The NCAA Playing Rules Oversight Panel on Wednesday approved giving baseball coaches two video review challenges per game where the technology is available. The change will be effective for the 2019 season.
The NCAA Baseball Rules Committee recommended expanding the use of available technology in certain situations to improve the chances that the correct call is made.
The following plays will be reviewable by the crew chief at his discretion or with the use of a coach’s challenge:
- Deciding if a batted ball is fair or foul. The ball must first touch the ground or a fielder beyond the initial position of the first or third baseman.
- Deciding if a batted ball is either a ground-rule double or a home run.
- Any catch or no-catch ruling in the outfield or foul territory.
- A no-catch ruling in the infield in some instances. With runners on base, a no catch within the infield can be changed to a catch only if it results in a third out. With no runners on base, a no catch within the infield can be changed to a catch at any time.
- Spectator interference.
- Deciding scoring plays at home plate inclusive of collisions (illegal and/or malicious slides) or time plays.
The following plays will be reviewable only by a coach’s challenge or at the crew chief’s discretion beginning in the last two innings of regulation and extra innings:
- Force and tag-play calls at any base.
- Calls involving whether a base runner passes a preceding runner; determining whether a base runner scored ahead of a third out; and upon an appropriate appeal by the defensive team, determining whether a base runner touched a base.
- Plays involving a hit by pitch.
- Deciding if a runner failed to retouch a base after a fair or foul ball is legally caught.
- The umpire’s placement of runners following a boundary call.
- Deciding if interference occurred on a runner’s attempt to break up a double play.
When centralized video review is used, the off-field video review official will be considered an extension of the umpiring crew and will have the ability to notify the umpires on the field that a review should be initiated. The video review official will be permitted at any time to initiate a review for plays included in the first list above. For the second list, the video review official can initiate review beginning in the final two innings of regulation and extra innings.
Other rules changes approved include:
- Defensive players will not be allowed to block a base without possession of the ball at any time.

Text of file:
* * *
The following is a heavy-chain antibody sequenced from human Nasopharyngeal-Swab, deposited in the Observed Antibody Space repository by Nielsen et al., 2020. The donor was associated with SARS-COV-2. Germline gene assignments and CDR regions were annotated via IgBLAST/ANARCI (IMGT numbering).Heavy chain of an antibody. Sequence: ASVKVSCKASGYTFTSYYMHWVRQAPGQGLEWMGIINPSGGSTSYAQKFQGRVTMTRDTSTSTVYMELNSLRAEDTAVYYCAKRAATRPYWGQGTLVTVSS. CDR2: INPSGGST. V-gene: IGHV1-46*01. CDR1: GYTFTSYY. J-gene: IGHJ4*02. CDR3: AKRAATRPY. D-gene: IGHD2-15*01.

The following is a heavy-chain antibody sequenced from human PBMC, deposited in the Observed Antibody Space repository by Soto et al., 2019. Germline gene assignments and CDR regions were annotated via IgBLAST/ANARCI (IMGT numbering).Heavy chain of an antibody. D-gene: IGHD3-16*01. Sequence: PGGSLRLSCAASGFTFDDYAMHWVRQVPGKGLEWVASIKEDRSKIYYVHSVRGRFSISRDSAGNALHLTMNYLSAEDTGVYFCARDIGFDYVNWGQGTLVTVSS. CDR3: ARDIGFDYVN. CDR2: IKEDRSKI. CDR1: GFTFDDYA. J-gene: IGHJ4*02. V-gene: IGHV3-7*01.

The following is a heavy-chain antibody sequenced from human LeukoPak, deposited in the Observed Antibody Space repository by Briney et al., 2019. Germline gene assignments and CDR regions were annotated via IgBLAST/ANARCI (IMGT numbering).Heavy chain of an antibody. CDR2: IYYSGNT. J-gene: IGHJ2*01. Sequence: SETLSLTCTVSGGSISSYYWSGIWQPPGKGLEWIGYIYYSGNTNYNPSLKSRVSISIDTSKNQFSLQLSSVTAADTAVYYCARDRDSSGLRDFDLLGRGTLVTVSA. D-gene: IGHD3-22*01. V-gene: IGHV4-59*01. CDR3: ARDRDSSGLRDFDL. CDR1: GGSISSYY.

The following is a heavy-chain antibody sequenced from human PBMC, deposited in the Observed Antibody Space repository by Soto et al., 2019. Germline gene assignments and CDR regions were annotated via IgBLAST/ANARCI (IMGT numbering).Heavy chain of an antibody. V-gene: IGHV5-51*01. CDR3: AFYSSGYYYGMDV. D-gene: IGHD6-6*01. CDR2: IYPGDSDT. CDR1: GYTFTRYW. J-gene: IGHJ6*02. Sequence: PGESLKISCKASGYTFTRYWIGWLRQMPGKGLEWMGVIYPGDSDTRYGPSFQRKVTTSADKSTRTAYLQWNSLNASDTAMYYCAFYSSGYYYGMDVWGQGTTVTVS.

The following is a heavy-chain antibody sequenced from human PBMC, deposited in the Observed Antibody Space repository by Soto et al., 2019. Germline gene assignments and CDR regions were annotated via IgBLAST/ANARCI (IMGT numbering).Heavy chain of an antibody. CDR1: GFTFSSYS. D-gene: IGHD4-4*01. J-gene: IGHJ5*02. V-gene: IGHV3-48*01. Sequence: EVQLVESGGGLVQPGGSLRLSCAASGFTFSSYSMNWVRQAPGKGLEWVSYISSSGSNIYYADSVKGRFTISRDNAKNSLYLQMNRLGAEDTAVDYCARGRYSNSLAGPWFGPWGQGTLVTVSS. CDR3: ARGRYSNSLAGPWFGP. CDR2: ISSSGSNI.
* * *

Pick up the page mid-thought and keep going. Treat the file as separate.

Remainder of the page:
- A batter cannot make a movement to intentionally be hit by a pitch. A player who leans or sticks a portion of his body to be hit by a pitch will have a strike awarded to the count, regardless of where the pitch is located.
- Pitchers will not be allowed to fake a throw to third base and then throw to first. A balk will be called for this type of pick-off attempt.
- Pitchers will no longer be required to throw four pitches on intentional walks. Instead, the defensive team can inform the umpire that it is walking the hitter.
- Teams will be limited to six defensive conferences on the mound per game. Base runners will not be allowed to leave the bases they are occupying during a defensive conference.
- To be considered in a wind-up position, a pitcher must stand with his chest and shoulders generally facing the batter, with the pivot foot on or in front of and touching the pitcher’s plate. The pitcher’s free foot must be touching or be behind the plane of the front edge of the pitching plate.
- For a pitcher to be in a stretch position, the pitcher must stand with his chest and shoulders generally facing the respective foul line. The pitcher’s pivot foot must be in contact parallel with the pitching plate, and his free foot must be in front of the pitcher’s plate. It is permissible for the pitcher to turn his shoulders and face the batter while getting the sign and before bringing his hands together in the set position.
- Any umpire ruling on intentionally hit batters cannot be argued.
Proposals not approved by the panel
The panel did not support a recommendation from the Baseball Rules Committee to add two visible 20-second play clocks. The rule would have become effective in 2020 in Division I and in 2021 for Divisions II and III.
In its opposition to the proposal, panel members cited feedback from the membership regarding the cost of installing the clocks, the fact that some NCAA teams play in off-campus facilities where they may not be able to add the clock, and not being convinced it will improve the sport.
While panel members supported a proposal regarding altercations, panel members had questions about a recommendation that would have ejected any team personnel, other than coaches, who left their positions, the dugouts or the bullpens at the time of a dispute. Those players or team personnel would be suspended from the team’s next game. Panel members would like to have more clarification about the proposal, particularly about players leaving their positions on the field.